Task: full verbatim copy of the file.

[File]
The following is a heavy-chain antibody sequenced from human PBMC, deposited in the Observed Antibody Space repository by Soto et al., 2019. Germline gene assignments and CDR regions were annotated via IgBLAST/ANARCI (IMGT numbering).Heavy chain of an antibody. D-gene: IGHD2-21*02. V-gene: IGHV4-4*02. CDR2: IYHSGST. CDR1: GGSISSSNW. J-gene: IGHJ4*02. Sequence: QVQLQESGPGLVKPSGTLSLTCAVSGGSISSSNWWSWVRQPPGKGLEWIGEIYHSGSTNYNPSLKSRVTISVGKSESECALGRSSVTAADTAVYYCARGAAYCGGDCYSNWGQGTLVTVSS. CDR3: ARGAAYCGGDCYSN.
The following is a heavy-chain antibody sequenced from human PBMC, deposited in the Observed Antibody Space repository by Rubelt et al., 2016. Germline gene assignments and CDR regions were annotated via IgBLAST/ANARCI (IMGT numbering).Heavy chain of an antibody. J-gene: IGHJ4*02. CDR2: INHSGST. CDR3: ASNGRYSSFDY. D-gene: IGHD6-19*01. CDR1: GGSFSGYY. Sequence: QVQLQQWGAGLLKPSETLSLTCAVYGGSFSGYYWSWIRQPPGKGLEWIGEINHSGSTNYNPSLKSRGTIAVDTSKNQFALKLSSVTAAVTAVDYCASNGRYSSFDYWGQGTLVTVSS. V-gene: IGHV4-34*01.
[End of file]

The following is a heavy-chain antibody sequenced from human PBMC, deposited in the Observed Antibody Space repository by Soto et al., 2019. Germline gene assignments and CDR regions were annotated via IgBLAST/ANARCI (IMGT numbering).Heavy chain of an antibody. D-gene: IGHD2-21*02. V-gene: IGHV4-4*02. CDR2: IYHSGST. CDR1: GGSISSSNW. J-gene: IGHJ4*02. Sequence: QVQLQESGPGLVKPSGTLSLTCAVSGGSISSSNWWSWVRQPPGKGLEWIGEIYHSGSTNYNPSLKSRVTISVGKSESECALGRSSVTAADTAVYYCARGAAYCGGDCYSNWGQGTLVTVSS. CDR3: ARGAAYCGGDCYSN.
The following is a heavy-chain antibody sequenced from human PBMC, deposited in the Observed Antibody Space repository by Rubelt et al., 2016. Germline gene assignments and CDR regions were annotated via IgBLAST/ANARCI (IMGT numbering).Heavy chain of an antibody. J-gene: IGHJ4*02. CDR2: INHSGST. CDR3: ASNGRYSSFDY. D-gene: IGHD6-19*01. CDR1: GGSFSGYY. Sequence: QVQLQQWGAGLLKPSETLSLTCAVYGGSFSGYYWSWIRQPPGKGLEWIGEINHSGSTNYNPSLKSRGTIAVDTSKNQFALKLSSVTAAVTAVDYCASNGRYSSFDYWGQGTLVTVSS. V-gene: IGHV4-34*01.